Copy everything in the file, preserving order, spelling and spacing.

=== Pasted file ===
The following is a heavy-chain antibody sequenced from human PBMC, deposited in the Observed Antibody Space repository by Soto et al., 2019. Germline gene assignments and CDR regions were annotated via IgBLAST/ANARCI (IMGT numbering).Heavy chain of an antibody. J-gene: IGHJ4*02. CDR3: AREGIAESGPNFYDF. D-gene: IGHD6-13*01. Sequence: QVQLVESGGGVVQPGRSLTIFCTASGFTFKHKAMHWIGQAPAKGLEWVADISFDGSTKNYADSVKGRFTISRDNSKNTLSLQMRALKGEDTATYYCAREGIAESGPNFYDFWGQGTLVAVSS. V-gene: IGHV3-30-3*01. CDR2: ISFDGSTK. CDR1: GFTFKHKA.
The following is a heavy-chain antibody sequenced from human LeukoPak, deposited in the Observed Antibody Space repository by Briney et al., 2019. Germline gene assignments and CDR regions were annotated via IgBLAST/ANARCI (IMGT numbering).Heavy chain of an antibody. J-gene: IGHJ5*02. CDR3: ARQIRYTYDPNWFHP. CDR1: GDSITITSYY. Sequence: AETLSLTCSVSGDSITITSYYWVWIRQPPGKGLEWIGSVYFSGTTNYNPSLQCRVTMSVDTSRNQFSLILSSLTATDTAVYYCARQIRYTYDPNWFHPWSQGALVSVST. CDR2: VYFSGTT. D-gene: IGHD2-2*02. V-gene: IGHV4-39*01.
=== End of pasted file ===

The following is a heavy-chain antibody sequenced from human PBMC, deposited in the Observed Antibody Space repository by Soto et al., 2019. Germline gene assignments and CDR regions were annotated via IgBLAST/ANARCI (IMGT numbering).Heavy chain of an antibody. J-gene: IGHJ4*02. CDR3: AREGIAESGPNFYDF. D-gene: IGHD6-13*01. Sequence: QVQLVESGGGVVQPGRSLTIFCTASGFTFKHKAMHWIGQAPAKGLEWVADISFDGSTKNYADSVKGRFTISRDNSKNTLSLQMRALKGEDTATYYCAREGIAESGPNFYDFWGQGTLVAVSS. V-gene: IGHV3-30-3*01. CDR2: ISFDGSTK. CDR1: GFTFKHKA.
The following is a heavy-chain antibody sequenced from human LeukoPak, deposited in the Observed Antibody Space repository by Briney et al., 2019. Germline gene assignments and CDR regions were annotated via IgBLAST/ANARCI (IMGT numbering).Heavy chain of an antibody. J-gene: IGHJ5*02. CDR3: ARQIRYTYDPNWFHP. CDR1: GDSITITSYY. Sequence: AETLSLTCSVSGDSITITSYYWVWIRQPPGKGLEWIGSVYFSGTTNYNPSLQCRVTMSVDTSRNQFSLILSSLTATDTAVYYCARQIRYTYDPNWFHPWSQGALVSVST. CDR2: VYFSGTT. D-gene: IGHD2-2*02. V-gene: IGHV4-39*01.